Commodities have rallied in recent months, outperforming equity indexes amid expectations of an economic recovery, easy monetary policy, and rising inflation.
The commodity bull run across the board—spearheaded by a 50-percent jump in oil prices over the past three months—isn’t finished running, analysts and investment banks say. Some of the biggest investment banks have even started to call the start of a new commodities supercycle, which by definition, lasts years—typically about a decade.
Yet, not all investment banks and analysts are as convinced that we are in for a commodities supercycle across the board, warning that the term supercycle is too optimistic for a bull run that could fizzle out within a year or two and could still fall victim to negative COVID-related impacts.
As early as in October 2020, a few weeks before the first announcement of an effective vaccine candidate, Goldman Sachs said that commodities were headed toward a bull run in 2021. Hedges against expectations of rising inflation, a weakening U.S. dollar in which most commodities are traded, and signals of “very easy” monetary policy from central banks would be the key drivers of rallying commodities, Goldman Sachs said back then.
Goldman expected the S&P Goldman Sachs Commodity Index (GSCI) to return 42.6 percent for energy over a 12-month period, and 17.9 percent for precious metals.
Over the past three months, the S&P GSCI has outperformed the S&P 500 index, with the commodity index rising by 25 percent, compared to (just) a 9-percent increase in the S&P 500.
Over the same period, oil prices have rallied from the low $40s to above $60 a barrel, driven by vaccine rollouts, OPEC+ production cuts, and expectations of a tight market and rising oil demand later this year when economies return to growth, helped by large stimulus packages.
Some Drivers Of A New Supercycle Are Here…
According to JPMorgan, there are reasons to believe that a new commodity supercycle may have just started.
“We believe that the new commodity upswing, and in particular oil up cycle, has started,” JPMorgan analysts led by Marko Kolanovic said in a note last week, as carried by Bloomberg.
The latest commodity supercycle ended in 2008 after a 12-year run, boosted by the super-spending and economic surge in China.
JPMorgan now sees several potential factors underpinning a new supercycle: post-pandemic global economic growth, “ultra loose” monetary policies, increased and tolerated inflation, weakening U.S. dollar, financial inflows to hedge inflation, metals for energy transition markets such as batteries and electric vehicles (EVs), and underinvestment in new oil supply.
The International Energy Agency (IEA) warned last year that if investment in oil were to stay at the 2020 levels over the next five years, it would reduce the previously expected level of oil supply in 2025 by nearly 9 million barrels per day (bpd).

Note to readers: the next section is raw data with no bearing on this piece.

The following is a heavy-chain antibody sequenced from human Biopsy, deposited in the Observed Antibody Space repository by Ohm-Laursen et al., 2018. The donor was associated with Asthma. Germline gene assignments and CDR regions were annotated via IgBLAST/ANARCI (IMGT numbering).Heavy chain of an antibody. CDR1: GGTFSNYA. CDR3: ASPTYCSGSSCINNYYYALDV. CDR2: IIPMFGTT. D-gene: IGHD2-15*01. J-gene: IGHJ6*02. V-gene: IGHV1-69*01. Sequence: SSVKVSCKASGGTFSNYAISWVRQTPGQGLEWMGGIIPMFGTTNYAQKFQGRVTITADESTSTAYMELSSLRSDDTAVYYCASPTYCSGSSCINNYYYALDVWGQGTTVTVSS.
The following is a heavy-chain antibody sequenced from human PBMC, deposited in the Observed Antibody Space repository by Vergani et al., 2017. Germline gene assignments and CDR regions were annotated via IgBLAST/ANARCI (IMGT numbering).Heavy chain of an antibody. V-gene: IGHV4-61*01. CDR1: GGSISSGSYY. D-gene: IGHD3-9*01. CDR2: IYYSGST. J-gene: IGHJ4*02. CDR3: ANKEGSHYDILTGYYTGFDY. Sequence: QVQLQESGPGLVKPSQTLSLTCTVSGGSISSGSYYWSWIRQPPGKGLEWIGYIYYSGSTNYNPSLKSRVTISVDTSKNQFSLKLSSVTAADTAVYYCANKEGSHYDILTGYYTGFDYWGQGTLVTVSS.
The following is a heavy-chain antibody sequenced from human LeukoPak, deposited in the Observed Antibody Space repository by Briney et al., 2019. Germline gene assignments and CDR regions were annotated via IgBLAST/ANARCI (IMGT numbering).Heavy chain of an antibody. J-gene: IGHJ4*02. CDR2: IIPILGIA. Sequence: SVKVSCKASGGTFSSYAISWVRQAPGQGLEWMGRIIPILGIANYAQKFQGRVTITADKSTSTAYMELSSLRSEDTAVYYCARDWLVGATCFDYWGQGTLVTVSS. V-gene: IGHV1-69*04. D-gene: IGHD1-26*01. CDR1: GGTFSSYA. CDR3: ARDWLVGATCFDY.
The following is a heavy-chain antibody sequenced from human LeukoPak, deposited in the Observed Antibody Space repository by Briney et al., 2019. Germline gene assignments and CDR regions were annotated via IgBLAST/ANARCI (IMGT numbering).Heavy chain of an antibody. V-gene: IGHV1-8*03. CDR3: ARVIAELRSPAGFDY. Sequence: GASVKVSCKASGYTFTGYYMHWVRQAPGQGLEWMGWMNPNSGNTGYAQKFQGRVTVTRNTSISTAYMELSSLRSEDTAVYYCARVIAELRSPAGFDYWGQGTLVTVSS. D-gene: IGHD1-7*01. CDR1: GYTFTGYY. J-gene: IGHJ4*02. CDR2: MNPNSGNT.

This year, global upstream investments will stay low, just like they were in 2020, Wood Mackenzie said in December, expecting upstream oil and gas investment at a 15-year low of just US$300 billion, down by 30 percent from the pre-crisis level of investment in 2019.
“The world may be sleepwalking into a supply crunch, albeit beyond 2021. A recovery in oil demand back to over 100 million b/d by late 2022 increases risk of a material supply gap later this decade, triggering an upward spike in price,” said Simon Flowers, Chairman and Chief Analyst at WoodMac.
Then, “very easy monetary policy” and reflation trade could push oil prices as high as $100 a barrel next year, Amrita Sen, chief oil analyst at Energy Aspects, told Bloomberg earlier this month. In the week to February 9, hedge funds increased bullish bets on 24 major commodity futures by 5 percent to a fresh high of 2.7 million lots, representing a nominal value of $143.7 billion, Ole Hansen, Head of Commodity Strategy at Saxo Bank, said, commenting on the latest Commitments of Traders report.
The combined net long position—the difference between bullish and bearish bets—in Brent and WTI has now increased to the highest in 28 months, while the net long in the grain sector in agriculture is not far from the record set in August 2012, Hansen noted.
Post-pandemic growth, tightening supply, and continued demand for reflation hedges pushed the Bloomberg Commodity index to a 27-month high, Hansen said.
But Is This The Start Of The Next Commodities Supercycle?
Although crude oil and other commodities have rallied and signals have emerged to support the call for a new supercycle, some analysts are cautious and say it is a little early to proclaim the beginning of the next commodity supercycle.
What we see in oil and commodities right now is a cyclical recovery, but a supercycle could be “two to three years away,” George Cheveley, portfolio manager at asset management company Ninety One, told Financial Times’ Natural Resources Editor Neil Hume.
This bull run is unlikely to turn into a supercycle for commodities, because while investment may be depressed, “the material is abundant” for many commodities, including crude oil, Ed Morse, managing director and global head of commodities research at Citigroup, told the Financial Post in an interview last week.
Commodities have certainly benefited from the optimism that post-COVID growth and stimulus packages will boost demand and prices, but it may be a little premature to trumpet the next decade-long across-the-board commodities supercycle.